By Mike Stephens
Former CEO, Hoag Memorial Hospital Presbyterian
Mercifully this year's political season came to a close with the November elections. American voters again proved they preferred slogans over substance as they elected representatives who were long on rhetoric but short on substantive solutions to the intractable issues facing our country. For those who campaigned on an agenda of “taking back our government” – that would be the tea party movement – let’s consider a dose of reality as it relates to government health insurance programs, Medicare and Medicaid.
To take something back, it has to first be taken from you. Medicare was passed into law because of the inability or unwillingness of the private sector to provide an adequate health insurance benefit for elderly retirees. As in many other instances, government entered in as the insurer of last resort.
In reality, tea party politicians have no appetite to reduce the cost of Medicare and in turn alienate the core of their political support. So we will hear a great deal of political doublespeak, but little will happen. If you believe privatizing Medicare is the solution, simply examine what Medicare Advantage, the private alternative to government run Medicare, has proven. It shows that you can provide a greater number of Medicare benefits without any additional cost to the insured, increase payments to health providers and have a popular and more expensive alternative.
So what about Medicaid, that federal/state health insurance program for those deadbeat welfare recipients who burden our economic system? The reality is Medicaid provides health coverage and nursing home support for the impoverished elderly, health and social benefits to the blind and disabled, and coverage for children in low income homes.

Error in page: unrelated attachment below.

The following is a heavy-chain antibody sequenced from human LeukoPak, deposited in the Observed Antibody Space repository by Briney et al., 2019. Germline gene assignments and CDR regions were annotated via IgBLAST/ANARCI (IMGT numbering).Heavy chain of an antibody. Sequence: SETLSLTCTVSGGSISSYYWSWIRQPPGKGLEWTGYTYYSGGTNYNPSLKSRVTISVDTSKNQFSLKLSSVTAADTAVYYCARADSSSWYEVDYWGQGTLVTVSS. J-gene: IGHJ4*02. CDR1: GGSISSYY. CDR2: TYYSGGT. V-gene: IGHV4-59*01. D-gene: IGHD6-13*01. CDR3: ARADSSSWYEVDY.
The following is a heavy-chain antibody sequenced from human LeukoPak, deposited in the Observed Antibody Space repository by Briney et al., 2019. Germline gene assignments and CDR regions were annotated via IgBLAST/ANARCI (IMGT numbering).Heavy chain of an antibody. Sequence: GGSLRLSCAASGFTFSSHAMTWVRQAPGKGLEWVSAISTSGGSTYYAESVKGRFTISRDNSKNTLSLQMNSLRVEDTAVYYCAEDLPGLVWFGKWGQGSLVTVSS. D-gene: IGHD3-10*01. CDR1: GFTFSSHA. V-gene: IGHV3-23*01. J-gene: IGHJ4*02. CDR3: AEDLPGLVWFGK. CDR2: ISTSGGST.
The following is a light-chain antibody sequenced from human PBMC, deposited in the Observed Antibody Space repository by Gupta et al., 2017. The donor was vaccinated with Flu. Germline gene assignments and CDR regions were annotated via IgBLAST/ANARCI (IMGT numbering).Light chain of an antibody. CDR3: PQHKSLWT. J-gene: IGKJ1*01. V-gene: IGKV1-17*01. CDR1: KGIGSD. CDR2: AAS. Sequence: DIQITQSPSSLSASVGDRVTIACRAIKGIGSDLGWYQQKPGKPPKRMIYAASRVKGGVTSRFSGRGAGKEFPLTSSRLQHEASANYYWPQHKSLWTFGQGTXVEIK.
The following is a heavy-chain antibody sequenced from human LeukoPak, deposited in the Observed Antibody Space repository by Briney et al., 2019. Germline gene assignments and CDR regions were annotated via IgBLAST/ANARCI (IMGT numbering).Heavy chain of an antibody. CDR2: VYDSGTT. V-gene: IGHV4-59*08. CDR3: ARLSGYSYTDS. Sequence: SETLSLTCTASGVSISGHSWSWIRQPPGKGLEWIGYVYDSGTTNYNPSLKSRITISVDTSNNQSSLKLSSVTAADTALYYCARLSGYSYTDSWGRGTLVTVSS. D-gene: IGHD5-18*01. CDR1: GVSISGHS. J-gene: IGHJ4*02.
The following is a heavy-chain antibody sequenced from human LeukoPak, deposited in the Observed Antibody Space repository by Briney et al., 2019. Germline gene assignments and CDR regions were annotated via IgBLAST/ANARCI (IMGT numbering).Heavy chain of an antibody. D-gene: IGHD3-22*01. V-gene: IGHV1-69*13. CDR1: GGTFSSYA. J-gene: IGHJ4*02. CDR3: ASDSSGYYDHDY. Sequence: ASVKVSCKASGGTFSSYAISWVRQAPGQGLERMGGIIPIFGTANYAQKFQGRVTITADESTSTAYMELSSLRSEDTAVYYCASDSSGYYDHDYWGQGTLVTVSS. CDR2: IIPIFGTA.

I serve as the chair of the board of a Medicaid managed care plan. While those in the aged, blind and disabled categories represent roughly 30 percent of our membership, they account for 70 percent of our medical expenses. If you are going to attack this program, realize it will impact the most vulnerable of our citizens, not just those on welfare.
I recall someone commenting that the less our elected representatives learn, the more they know. In other words, they think they know everything. So let me suggest they take some time to learn about the realities facing them before lapsing into the standard political jargon. To the image of tea party politicians as the patriots dumping overboard tea at the Boston tea party, let me suggest another vision. How about the Mad Hatter running to the Alice in Wonderland tea party.
Isn't it about time that tea party members deal with reality?